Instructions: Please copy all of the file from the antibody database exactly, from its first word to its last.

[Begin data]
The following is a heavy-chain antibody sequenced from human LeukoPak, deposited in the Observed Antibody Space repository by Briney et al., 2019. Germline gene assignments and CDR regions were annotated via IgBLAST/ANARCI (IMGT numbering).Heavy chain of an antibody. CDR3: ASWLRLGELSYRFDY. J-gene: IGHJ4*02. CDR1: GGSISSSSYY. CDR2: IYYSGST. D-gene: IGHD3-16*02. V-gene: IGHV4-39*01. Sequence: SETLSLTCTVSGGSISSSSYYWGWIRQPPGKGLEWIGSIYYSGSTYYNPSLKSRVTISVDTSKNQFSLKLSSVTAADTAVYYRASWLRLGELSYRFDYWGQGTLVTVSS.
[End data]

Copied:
The following is a heavy-chain antibody sequenced from human LeukoPak, deposited in the Observed Antibody Space repository by Briney et al., 2019. Germline gene assignments and CDR regions were annotated via IgBLAST/ANARCI (IMGT numbering).Heavy chain of an antibody. CDR3: ASWLRLGELSYRFDY. J-gene: IGHJ4*02. CDR1: GGSISSSSYY. CDR2: IYYSGST. D-gene: IGHD3-16*02. V-gene: IGHV4-39*01. Sequence: SETLSLTCTVSGGSISSSSYYWGWIRQPPGKGLEWIGSIYYSGSTYYNPSLKSRVTISVDTSKNQFSLKLSSVTAADTAVYYRASWLRLGELSYRFDYWGQGTLVTVSS.